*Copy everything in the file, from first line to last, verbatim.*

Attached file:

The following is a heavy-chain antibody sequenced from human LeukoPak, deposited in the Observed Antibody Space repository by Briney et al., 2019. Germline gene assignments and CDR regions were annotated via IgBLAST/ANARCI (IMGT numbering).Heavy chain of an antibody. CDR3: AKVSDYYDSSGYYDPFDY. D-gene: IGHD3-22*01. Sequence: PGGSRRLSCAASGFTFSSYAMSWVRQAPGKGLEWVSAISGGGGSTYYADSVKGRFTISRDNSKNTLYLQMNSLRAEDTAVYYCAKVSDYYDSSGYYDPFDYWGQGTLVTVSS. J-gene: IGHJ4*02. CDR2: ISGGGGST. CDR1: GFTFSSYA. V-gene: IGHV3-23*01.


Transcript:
The following is a heavy-chain antibody sequenced from human LeukoPak, deposited in the Observed Antibody Space repository by Briney et al., 2019. Germline gene assignments and CDR regions were annotated via IgBLAST/ANARCI (IMGT numbering).Heavy chain of an antibody. CDR3: AKVSDYYDSSGYYDPFDY. D-gene: IGHD3-22*01. Sequence: PGGSRRLSCAASGFTFSSYAMSWVRQAPGKGLEWVSAISGGGGSTYYADSVKGRFTISRDNSKNTLYLQMNSLRAEDTAVYYCAKVSDYYDSSGYYDPFDYWGQGTLVTVSS. J-gene: IGHJ4*02. CDR2: ISGGGGST. CDR1: GFTFSSYA. V-gene: IGHV3-23*01.